Nicaragua to Buy Military Aircraft to Combat Narco-Traffickers
EspañolThe Nicaraguan Army is seeking to purchase fighter aircraft to combat drug trafficking within national airspace, Brigadier-General Aldolfo Zepeda told press on Tuesday, February 10.
“In order to prevent drug-smuggling aircraft passing through our airspace,” Zepeda said, the Nicaraguan authorities are “taking steps to buy jet interceptors.”
The general described the move as “purely defensive, not aggressive,” denying rumors that the Colombian armed forces plan to reinforce their aerial firepower as a reaction to the Nicaraguan decision.
Zepeda also denied that the government was interested in purchasing Russian-made warplanes such as the Mikoyan MiG-29.
“Nicaragua does not constitute a threat for any country to argue that they are arming themselves in case of an eventual strike from Nicaragua,” Zepeda said. “We are a peaceful country, we respect international law. Our differences at the international level are taken to the International Court of Justice (ICJ), and Nicaragua upholds those decisions,” he added.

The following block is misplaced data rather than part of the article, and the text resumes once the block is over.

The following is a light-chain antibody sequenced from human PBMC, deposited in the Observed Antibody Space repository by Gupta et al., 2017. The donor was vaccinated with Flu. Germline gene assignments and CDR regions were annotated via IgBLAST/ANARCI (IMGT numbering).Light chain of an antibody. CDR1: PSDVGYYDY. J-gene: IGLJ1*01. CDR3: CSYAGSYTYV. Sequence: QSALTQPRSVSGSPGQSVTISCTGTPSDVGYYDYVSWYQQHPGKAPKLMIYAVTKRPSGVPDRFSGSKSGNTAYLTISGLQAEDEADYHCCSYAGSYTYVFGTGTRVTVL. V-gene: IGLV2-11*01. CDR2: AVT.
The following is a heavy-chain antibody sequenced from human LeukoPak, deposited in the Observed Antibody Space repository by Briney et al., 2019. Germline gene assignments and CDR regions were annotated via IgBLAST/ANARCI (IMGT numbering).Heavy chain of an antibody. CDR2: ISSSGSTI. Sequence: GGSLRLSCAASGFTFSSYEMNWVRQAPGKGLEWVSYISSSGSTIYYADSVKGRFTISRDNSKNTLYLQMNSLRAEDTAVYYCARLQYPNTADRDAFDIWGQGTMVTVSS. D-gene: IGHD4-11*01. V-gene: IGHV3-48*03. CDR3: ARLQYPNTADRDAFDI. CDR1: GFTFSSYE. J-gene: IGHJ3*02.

In November of 2012, the ICJ assigned Nicaragua economic rights over a disputed maritime area comprising 90,000 square kilometers, according to Nicaragua, and 75,000 square kilometers according to Colombia.
The Nicaraguan army is also considering buying eight patrol vessels and has been weighing different alternatives, including ships from Russia — previously a firm military ally to Nicaragua’s Sandinista regime between 1979 and 1990.
In 2013, the government of El Salvador announced the purchase of 12 warplanes from Chile.